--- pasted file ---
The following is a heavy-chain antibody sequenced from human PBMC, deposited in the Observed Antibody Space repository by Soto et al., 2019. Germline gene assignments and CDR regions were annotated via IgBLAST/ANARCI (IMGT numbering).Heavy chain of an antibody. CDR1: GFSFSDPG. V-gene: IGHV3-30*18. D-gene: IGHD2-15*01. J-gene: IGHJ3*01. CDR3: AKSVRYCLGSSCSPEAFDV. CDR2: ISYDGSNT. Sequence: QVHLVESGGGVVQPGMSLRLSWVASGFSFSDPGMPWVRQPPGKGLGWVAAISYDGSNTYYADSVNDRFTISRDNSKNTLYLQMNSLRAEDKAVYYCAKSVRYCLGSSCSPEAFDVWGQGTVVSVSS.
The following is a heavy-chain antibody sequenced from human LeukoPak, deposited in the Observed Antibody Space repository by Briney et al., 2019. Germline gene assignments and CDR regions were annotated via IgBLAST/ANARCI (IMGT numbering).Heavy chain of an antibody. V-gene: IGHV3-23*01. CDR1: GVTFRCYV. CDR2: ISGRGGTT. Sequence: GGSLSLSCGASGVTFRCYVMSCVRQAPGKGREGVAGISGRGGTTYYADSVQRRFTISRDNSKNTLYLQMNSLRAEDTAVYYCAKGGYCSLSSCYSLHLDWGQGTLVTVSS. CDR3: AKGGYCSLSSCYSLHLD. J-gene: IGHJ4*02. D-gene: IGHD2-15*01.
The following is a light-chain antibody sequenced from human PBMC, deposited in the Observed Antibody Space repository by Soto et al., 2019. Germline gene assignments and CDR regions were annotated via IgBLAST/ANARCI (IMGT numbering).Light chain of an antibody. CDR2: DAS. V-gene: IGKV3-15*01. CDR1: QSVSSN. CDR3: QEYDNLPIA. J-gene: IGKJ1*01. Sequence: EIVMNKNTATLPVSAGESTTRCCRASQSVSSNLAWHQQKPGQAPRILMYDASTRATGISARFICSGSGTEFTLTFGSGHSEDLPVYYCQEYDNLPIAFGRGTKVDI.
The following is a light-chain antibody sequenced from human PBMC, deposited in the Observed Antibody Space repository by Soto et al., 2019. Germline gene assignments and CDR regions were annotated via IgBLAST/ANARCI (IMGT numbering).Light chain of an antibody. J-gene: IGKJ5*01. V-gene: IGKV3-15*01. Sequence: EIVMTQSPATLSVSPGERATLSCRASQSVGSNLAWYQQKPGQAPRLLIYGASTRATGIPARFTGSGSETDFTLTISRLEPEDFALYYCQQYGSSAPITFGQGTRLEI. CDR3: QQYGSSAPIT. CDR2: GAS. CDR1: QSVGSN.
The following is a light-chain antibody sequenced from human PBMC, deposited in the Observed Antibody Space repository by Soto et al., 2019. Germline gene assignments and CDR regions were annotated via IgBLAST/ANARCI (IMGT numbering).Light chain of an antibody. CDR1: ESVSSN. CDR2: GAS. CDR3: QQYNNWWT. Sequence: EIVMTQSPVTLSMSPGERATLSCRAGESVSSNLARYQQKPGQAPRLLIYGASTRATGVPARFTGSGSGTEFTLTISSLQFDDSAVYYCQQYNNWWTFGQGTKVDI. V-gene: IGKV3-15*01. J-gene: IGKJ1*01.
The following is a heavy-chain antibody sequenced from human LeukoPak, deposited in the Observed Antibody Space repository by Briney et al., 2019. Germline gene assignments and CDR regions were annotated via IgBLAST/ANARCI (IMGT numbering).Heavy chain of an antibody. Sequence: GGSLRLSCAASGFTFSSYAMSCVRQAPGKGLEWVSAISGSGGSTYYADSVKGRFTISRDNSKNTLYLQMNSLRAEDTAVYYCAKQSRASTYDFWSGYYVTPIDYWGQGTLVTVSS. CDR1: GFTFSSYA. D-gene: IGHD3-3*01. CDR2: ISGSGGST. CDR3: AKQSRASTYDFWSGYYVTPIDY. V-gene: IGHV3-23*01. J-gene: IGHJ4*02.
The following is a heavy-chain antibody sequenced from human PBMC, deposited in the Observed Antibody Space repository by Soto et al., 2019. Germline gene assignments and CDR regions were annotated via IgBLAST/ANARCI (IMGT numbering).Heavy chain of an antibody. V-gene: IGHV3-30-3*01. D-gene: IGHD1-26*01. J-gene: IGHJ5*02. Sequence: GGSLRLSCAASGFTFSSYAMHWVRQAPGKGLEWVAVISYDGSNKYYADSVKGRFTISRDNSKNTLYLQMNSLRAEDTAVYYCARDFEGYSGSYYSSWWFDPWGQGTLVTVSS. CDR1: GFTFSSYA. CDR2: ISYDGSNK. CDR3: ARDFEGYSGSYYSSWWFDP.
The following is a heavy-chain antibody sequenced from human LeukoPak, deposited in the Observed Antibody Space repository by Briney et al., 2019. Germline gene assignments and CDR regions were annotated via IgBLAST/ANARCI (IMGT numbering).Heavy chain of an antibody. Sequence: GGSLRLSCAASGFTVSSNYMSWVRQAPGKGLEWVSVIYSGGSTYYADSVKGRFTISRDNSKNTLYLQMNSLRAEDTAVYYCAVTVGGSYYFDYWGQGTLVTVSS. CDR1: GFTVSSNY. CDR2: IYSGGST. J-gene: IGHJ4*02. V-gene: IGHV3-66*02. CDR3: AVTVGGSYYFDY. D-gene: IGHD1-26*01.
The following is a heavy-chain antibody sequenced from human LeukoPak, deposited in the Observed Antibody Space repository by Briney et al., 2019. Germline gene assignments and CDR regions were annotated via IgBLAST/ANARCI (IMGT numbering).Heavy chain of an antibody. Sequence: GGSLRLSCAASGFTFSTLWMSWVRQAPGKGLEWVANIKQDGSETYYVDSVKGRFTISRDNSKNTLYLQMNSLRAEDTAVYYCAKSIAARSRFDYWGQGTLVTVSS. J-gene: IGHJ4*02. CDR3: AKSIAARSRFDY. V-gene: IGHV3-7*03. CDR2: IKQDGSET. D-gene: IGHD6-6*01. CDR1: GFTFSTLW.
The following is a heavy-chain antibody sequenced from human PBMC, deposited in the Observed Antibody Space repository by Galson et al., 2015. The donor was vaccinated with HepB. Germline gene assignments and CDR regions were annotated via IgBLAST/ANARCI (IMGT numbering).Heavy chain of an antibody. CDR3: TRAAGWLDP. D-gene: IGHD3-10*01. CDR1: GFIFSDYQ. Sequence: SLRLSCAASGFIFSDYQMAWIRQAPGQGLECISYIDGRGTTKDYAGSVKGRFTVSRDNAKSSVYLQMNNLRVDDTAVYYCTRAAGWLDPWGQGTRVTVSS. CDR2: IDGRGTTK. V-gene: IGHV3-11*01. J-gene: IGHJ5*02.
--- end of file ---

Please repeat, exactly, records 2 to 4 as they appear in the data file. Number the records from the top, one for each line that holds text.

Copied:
The following is a heavy-chain antibody sequenced from human LeukoPak, deposited in the Observed Antibody Space repository by Briney et al., 2019. Germline gene assignments and CDR regions were annotated via IgBLAST/ANARCI (IMGT numbering).Heavy chain of an antibody. V-gene: IGHV3-23*01. CDR1: GVTFRCYV. CDR2: ISGRGGTT. Sequence: GGSLSLSCGASGVTFRCYVMSCVRQAPGKGREGVAGISGRGGTTYYADSVQRRFTISRDNSKNTLYLQMNSLRAEDTAVYYCAKGGYCSLSSCYSLHLDWGQGTLVTVSS. CDR3: AKGGYCSLSSCYSLHLD. J-gene: IGHJ4*02. D-gene: IGHD2-15*01.
The following is a light-chain antibody sequenced from human PBMC, deposited in the Observed Antibody Space repository by Soto et al., 2019. Germline gene assignments and CDR regions were annotated via IgBLAST/ANARCI (IMGT numbering).Light chain of an antibody. CDR2: DAS. V-gene: IGKV3-15*01. CDR1: QSVSSN. CDR3: QEYDNLPIA. J-gene: IGKJ1*01. Sequence: EIVMNKNTATLPVSAGESTTRCCRASQSVSSNLAWHQQKPGQAPRILMYDASTRATGISARFICSGSGTEFTLTFGSGHSEDLPVYYCQEYDNLPIAFGRGTKVDI.
The following is a light-chain antibody sequenced from human PBMC, deposited in the Observed Antibody Space repository by Soto et al., 2019. Germline gene assignments and CDR regions were annotated via IgBLAST/ANARCI (IMGT numbering).Light chain of an antibody. J-gene: IGKJ5*01. V-gene: IGKV3-15*01. Sequence: EIVMTQSPATLSVSPGERATLSCRASQSVGSNLAWYQQKPGQAPRLLIYGASTRATGIPARFTGSGSETDFTLTISRLEPEDFALYYCQQYGSSAPITFGQGTRLEI. CDR3: QQYGSSAPIT. CDR2: GAS. CDR1: QSVGSN.